Angola and an Unforgettable Ride Report

If you’ve ever done any motorcycle touring as a part of your adventures, you will almost certainly be aware of ADVRider.com. It’s a long-standing ride forum, famous for its interesting ride reports. People from all over the world go there to share photos and stories from the remote locations they ride to.



I, myself, am not a motorycle rider. I am merely fascinated by travel, which is why I have this site, but seeing a ride report crossposted on travelblog.org, from advrider.com changed my life forever: it was my original inspiration for travel… Seeing this ride report was the moment I caught the wanderlust bug.

A pack of South Africans/Rhodesians, I’m not sure which, decided to ride across Angola and enter Namibia, getting stuck, having misadventures, and exploring extremely remote and rough terrain.

Their journey starts with an encounter with the Himba people, of which they say:

Himba’s are an amazing race of people who are semi-nomadic cattle barons. They have a very rich culture that is expressed in their dress and customs. They smear themselves head to toe with a red ochre and butterfat mixture. It has a strong alien smell to us but I know that they think we stink just as bad to them. They have a complex and highly ritualized language that would make the French look uncouth. They are polite and friendly and never imposing or aggressive. A bad habit that some of the younger kids have learned on the more well trodden paths is to shout for you to stop to give them sweets. Something that travellers to this part of the world have wrongly encouraged and it has eroded the image of the proud Himba nation a bit. It is better to trade tobacco, sewing needles or flour for photo’s and low value bangles.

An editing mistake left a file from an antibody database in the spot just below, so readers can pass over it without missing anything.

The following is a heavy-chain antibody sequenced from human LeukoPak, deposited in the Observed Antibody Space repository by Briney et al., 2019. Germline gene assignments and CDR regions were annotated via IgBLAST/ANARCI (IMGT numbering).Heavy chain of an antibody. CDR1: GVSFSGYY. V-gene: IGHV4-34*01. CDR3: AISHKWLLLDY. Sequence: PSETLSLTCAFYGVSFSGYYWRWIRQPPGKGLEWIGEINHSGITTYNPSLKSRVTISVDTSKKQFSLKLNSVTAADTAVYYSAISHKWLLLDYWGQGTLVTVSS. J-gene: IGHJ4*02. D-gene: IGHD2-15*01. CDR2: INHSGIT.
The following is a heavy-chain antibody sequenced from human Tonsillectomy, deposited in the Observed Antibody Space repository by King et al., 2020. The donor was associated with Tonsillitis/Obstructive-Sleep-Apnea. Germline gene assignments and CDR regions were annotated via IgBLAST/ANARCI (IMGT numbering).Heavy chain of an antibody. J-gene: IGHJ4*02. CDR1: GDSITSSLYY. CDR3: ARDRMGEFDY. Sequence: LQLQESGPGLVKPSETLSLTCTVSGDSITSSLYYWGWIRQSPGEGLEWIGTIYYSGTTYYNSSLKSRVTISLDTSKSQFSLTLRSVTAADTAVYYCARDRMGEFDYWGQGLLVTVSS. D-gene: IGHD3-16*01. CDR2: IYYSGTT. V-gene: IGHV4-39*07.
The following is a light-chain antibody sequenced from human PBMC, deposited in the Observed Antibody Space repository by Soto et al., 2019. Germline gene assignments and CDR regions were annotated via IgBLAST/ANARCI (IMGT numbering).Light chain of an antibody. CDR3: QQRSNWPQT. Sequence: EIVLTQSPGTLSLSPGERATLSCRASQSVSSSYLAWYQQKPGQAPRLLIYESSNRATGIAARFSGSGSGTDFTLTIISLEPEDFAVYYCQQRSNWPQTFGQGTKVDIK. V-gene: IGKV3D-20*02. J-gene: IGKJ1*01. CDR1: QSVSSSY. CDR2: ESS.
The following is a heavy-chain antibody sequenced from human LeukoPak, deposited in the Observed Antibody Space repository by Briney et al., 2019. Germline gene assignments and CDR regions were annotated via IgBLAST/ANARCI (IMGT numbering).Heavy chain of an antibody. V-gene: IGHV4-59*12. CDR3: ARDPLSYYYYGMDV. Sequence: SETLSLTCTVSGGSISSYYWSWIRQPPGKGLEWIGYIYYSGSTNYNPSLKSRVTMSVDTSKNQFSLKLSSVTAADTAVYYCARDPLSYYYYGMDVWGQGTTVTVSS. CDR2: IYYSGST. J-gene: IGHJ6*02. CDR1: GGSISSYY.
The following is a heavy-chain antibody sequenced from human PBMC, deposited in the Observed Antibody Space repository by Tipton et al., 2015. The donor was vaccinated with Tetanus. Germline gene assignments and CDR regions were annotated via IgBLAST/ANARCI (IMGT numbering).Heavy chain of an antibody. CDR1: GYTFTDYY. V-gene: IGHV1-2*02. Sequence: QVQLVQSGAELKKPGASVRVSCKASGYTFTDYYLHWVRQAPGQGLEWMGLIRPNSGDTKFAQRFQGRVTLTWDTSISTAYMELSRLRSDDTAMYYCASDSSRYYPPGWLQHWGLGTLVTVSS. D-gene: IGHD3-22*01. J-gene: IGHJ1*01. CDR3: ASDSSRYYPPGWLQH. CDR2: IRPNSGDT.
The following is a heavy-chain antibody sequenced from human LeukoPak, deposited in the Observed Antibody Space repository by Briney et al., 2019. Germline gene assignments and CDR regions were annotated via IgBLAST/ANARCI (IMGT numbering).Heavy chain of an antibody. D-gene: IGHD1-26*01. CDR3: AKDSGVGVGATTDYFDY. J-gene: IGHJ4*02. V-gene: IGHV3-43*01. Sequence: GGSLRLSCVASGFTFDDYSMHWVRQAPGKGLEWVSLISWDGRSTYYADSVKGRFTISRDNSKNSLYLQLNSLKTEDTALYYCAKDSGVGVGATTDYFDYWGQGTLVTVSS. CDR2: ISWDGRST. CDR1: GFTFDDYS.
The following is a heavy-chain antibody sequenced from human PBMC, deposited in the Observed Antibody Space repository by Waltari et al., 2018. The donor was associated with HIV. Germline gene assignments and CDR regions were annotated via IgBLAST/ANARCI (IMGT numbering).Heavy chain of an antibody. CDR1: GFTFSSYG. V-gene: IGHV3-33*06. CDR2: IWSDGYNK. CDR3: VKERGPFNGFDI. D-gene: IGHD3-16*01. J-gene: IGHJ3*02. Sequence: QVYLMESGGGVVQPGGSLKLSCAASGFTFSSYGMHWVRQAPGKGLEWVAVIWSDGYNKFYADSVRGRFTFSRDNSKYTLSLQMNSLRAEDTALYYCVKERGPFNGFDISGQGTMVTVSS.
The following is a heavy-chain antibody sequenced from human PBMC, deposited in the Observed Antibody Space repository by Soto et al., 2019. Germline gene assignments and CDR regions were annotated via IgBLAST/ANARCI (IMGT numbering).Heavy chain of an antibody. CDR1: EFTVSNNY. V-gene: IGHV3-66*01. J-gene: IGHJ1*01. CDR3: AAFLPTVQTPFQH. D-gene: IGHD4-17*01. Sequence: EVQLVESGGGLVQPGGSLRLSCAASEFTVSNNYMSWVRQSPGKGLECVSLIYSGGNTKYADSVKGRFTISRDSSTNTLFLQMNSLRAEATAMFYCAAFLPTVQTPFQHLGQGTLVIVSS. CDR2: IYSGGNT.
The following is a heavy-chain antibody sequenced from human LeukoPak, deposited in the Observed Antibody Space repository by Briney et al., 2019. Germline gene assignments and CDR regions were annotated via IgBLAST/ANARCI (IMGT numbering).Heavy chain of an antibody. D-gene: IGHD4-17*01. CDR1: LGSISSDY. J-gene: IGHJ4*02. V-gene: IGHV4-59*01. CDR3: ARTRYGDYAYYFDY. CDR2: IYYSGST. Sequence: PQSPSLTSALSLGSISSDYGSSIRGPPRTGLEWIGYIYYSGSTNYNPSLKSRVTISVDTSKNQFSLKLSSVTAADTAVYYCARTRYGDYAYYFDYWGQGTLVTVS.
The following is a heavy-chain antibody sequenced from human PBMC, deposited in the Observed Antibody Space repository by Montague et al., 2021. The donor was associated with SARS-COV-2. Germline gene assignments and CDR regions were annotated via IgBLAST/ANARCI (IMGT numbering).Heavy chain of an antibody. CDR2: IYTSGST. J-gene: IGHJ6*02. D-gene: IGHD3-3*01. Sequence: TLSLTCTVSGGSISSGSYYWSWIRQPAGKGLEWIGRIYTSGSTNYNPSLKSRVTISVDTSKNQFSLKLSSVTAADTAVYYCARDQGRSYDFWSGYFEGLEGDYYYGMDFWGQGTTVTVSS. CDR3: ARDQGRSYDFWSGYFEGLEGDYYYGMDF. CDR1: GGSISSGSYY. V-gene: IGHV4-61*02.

It is really bad form to try and trade for their status adornments such as their metal neck/waist bands and shells and the more unique pieces. As they are incredibly polite and sometimes naive, I have seen some 4×4 tourists trade a paltry amount of money for these highly traditional and culturally significant items.

And it proceeds into the desert, where one of the riders’ electrical system fails on their bike. It gets working again, but they have to get it to a town to be repaired!

They eventually end up on the Skeleton Coast! Which is an incredibly isolated region.



The (literal) cliff-hanger comes shortly thereafter. You’ll have to read it yourself and get inspired!

Read more at the original post: https://advrider.com/f/threads/angola-its-not-like-they-said.269251/

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